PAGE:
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‘Spelling Bee’ worthy of buzz

Published: April 23, 2010
Section: Arts, Etc.


spelling success: In Tympanium Euphorium’s production of “The 25th Annual Putnam County Spelling Bee,” six students try to put their insecurities aside in order to secure a spot at the national spelling bee.
PHOTO BY Ingrid Schulte/The Hoot

There is no rite of passage quite as wholesome and all-American as the spelling bee. Brandeisians got the opportunity to relive their own spelling bee days with Tympanium Euphorium’s presentation of “The 25th Annual Putnam County Spelling Bee,” a one-act musical comedy that humorously probes the neuroses and dilemmas that plague one group of eager bee contestants. Its Brandeis incarnation, directed by Alex Davidson ’10 and produced by Jackie Feinberg ’10, was unequivocally a success.

The musical’s actions take place on a tense afternoon during the annual Putnam County Spelling Bee in a middle school gymnasium. Six middle school contestants have made it to the final round of the spelling bee: perennially neglected Olive Ostrovsky (Zoey Hart ’13), boy scout—and reigning champ—Chip Tolentino (Adam Levine ’11), overachiever Marcy Park (Sara Wiesenfeld ’12), fiercely competitive nerd William Barfée (Paul Gale ’12), politically aware Logainne Schwartzandgrubenniere (Julie Stein ’11) and Leaf Coneybear (Jeremy Weinberg ’12), a quirky kid who, having been only second runner-up at his school’s spelling bee, was never meant to compete in the first place.

“Putnam County” delivers dose after dose of irreverent humor, gleefully sending up the behind-the-scenes shenanigans one imagines could take place at a bee. Unsurprisingly, most of the characters completely conform to the stereotype of the socially awkward bee contestant, with many of them also being overscheduled by overly enthusiastic stage parents.

The musical as a whole treats the bee with mock importance—it becomes almost an “American Idol”-like event. Always supportive moderator Rona Lisa Peretti (Abigail Lisa Clarke ’12) serves as the Paula figure, while decidedly unstable judge Douglas Panch (Herbie Rosen ’12)—always lacing his definitions with inappropriate comments—fills the Simon role. There’s even a Ryan Seacrest of sorts, though this one has a criminal background: convict Mitch Mahoney (Nick Maletta ’13) fulfills his community service by acting as the bee’s Comfort Counselor, giving contestants hugs and juice boxes after they get knocked out of the competition.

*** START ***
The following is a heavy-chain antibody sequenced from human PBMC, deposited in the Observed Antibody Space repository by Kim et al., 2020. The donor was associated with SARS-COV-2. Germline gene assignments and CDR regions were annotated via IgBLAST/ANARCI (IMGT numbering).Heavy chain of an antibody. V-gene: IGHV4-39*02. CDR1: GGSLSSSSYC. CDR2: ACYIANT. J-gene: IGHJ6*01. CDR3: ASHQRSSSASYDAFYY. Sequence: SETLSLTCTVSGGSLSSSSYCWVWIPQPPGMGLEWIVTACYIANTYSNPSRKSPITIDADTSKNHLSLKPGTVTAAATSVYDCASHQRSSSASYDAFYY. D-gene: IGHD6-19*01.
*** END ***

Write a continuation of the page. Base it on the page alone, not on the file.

“Putnam County” explicitly addresses the seeming irrelevance of spelling bees, as Jesus Christ himself appears to tell one contestant, plagued with doubts about her continued participation, that “this isn’t the kind of thing I care very much about.”

The production’s comedy benefited from the incorporation of numerous improvisational elements. Before each performance, four additional contestants were selected from the audience to participate alongside the characters. This gave the production an added element of spontaneity. Additionally, the definitions and example sentences given to the contestants varied from show to show, and most of them were incredibly amusing. For instance, the word “guacamole” was used in the sentence: “guacamole—the Mexican pudding.”

As broadly drawn as the show’s characters are, each of them has a kernel of psychological truth and depth to them. Olive dedicates her time to the dictionary simply because her parents are never around, an experience which she shares with the audience in “The I Love You Song.” Leaf simply wants to prove that he is, in fact, a smart kid. Chip finds himself forced out of the competition by his “unfortunate erection.” Perhaps that last bit isn’t as serious as the rest, but the characters clearly possess the insecurity and maladjustedness that plague all adolescents.

The show featured an excellent cast without a single weak link. I found it almost impossible to select a single standout performance, as every actor so completely inhabited his or her role. One favorite, however, was Weinberg as Leaf, a character whom he consistently imbued with a certain kind of wistful eccentricity. Gale took obvious pleasure in making William, the mean-spirited nerd with a perpetually runny nose, as unlikable as possible. Stein, wearing pigtails and donning an exaggerated lisp, seemed like a genuine, precocious child. In fact, that could be said for everyone in the cast.

The success of any musical hinges largely on the presentation of the music itself. Music director Mindy Cimini ’12 did a wonderful job bringing the music to life and ensuring that each vocal performance was matched by stunning musical accompaniment.

The set, which, at first glance, appeared pretty simple, perfectly captured the archetypical middle school gymnasium. It was decorated in a swath of primary and secondary colors and featured a rickety set of bleachers.

As a whole, the production must be commended for bringing such a joyous musical so fully to life. It was easily one of my favorite times at the theater this year.

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